81 Miss. 350 at 356-57, 33 So. at 22.

In other words, the recording of an instrument does not put any subsequent purchaser on inquiry notice. This principle has been reaffirmed on several subsequent occasions, e.g., Sack v. Gilmer Dry Goods Co., 149 Miss. 296, 302, 115 So. 339, 340 (1928); Saxon v. Saxon, 242 Miss. 491, 496, 136 So. 2d 210, 212 (1962).

If this litigation were concerned solely with the legal title, that would probably be the end of the matter, at least as far as it concerns Evans and Overton. But even if their legal title were unassailable, it does not necessarily follow that their holding is not subject to C & D's equitable interest in the property.

As pointed out by the appellants, "it is well settled that one who takes a deed of land with outstanding contract or title, takes it subject to such contract or title, *531 and the person who purchases property with notice of a prior agreement by the vendor to convey to another person is regarded as the trustee of the latter." 71 Am.Jur.2d Specific Performance § 169. The "kicker" here is that courts have been far more liberal in their definition of what constitutes effective "notice" where the finding of notice would result in a subsequent purchaser being subject to an equitable interest than where such a finding would call his title into question. It has been frequently held that a deed in the chain of title which would be discovered by a purchaser is effective to put him on notice as to an equitable interest, whereas a comparable notice would not have made him vulnerable as to his legal title. Hallock v. Bushauer, 113 N.J. Eq. 102, 166 A. 226 (1933), was somewhat similar to the present case. There, the owner of some real property contracted with the plaintiff to convey certain property to the plaintiff, but subsequently sold the property to a third party, who had knowledge of the previous agreement. The plaintiff brought suit against this third party for specific performance of the contract to sell to him. The subsequent purchaser's defense was that the original agreement between the vendor and the plaintiff was not sufficiently definite in the description of the land to be conveyed. The court rejected that argument, holding that the existence of the contract of sale put the subsequent purchaser on inquiry notice since after due diligence he could have ascertained what property it was that was to be conveyed. 166 A. at 227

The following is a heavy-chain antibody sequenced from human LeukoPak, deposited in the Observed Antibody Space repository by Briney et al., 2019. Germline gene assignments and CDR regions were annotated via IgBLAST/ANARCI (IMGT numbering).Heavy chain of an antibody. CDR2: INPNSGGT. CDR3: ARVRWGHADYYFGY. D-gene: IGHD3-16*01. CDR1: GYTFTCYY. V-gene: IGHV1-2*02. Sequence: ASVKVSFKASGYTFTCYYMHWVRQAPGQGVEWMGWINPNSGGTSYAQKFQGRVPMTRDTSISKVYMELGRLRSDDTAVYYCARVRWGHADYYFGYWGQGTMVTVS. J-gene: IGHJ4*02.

Another case was Luthi v. Evans, 223 Kan. 622, 576 P.2d 1064 (1978). A vendor contracted to sell a certain party all of his property in a certain county (a so-called Mother Hubbard clause). Instead, he conveyed much of this property to a third party. The court held the subsequent purchaser takes subject to the previous agreement to sell, since he had notice of the previous agreement with a general description capable of being made specific. For similar decisions see, e.g., Hill v. Taylor, 285 Ala. 612, 235 So. 2d 647, 649 (1970); Cox v. Bowman, 213 Or. 154, 323 P.2d 60, 63 (1958); Cantrell v. Herring, 144 Fla. 576, 198 So. 206, 208 (1941).

At the hearing on the motion to dismiss, there was testimony that the disputed property was capable of identification by trained surveyors. It was pointed out that the old Maloney Building, to which the 25-foot strip was adjacent, was a recognized landmark. On the whole we cannot say from the record that Evans and Overton lacked the degree of notice necessary to alert them that their property might be subject to C & D's equitable interest. Whether or not the 25-foot strip could be identified with sufficient specificity to put them on such notice could only be determined by a full trial. The same is true of the question whether the completion of the office building has now made specific performance an impracticable remedy. These questions and the merits of any equitable defenses, should be determined by trial.